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A qualitative study of the attitudes to teamwork of graduates from a traditional and an integrated undergraduate medical course.

Advances in Health Sciences Education
Publication Date
  • Medicine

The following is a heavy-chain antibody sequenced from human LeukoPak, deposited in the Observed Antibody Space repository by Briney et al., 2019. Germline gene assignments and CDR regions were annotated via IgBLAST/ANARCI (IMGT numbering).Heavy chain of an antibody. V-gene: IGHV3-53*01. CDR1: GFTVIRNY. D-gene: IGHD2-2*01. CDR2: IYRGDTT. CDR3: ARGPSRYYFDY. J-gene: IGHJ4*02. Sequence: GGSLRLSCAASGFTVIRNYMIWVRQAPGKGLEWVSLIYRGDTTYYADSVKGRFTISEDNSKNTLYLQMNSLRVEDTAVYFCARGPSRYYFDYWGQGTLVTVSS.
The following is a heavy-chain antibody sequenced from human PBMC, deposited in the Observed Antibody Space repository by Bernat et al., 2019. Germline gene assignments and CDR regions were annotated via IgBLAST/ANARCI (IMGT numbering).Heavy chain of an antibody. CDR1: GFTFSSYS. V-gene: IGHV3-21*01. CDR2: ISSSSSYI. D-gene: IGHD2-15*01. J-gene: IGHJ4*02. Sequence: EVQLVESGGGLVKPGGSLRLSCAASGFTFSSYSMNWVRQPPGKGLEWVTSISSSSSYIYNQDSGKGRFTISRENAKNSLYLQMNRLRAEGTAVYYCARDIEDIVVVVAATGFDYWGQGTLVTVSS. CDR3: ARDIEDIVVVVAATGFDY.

INTRODUCTION: In 1994 the University of Manchester medical school introduced an integrated undergraduate course using problem-based learning throughout. This study explores differences between the new and old (traditional) course graduates' attitudes to, and conceptualization of, teamwork. METHODS: Semi-structured interviews were conducted with 24 graduates of the traditional course (graduating in 1998) and 23 from the new course (1999 graduates), representing approximately 14% of graduates from each cohort. Theories were then developed from concepts emerging from the data. RESULTS: The new course graduates (NCGs) had a broader view of members of a health professional team. The NCGs believed that the medical team should provide support and were more comfortable consulting them when faced with problems. CONCLUSIONS: The new curriculum has had some impact on conceptualization and attitude to teamwork. However, further development is required if graduates are to see themselves as part of a multi-professional team.

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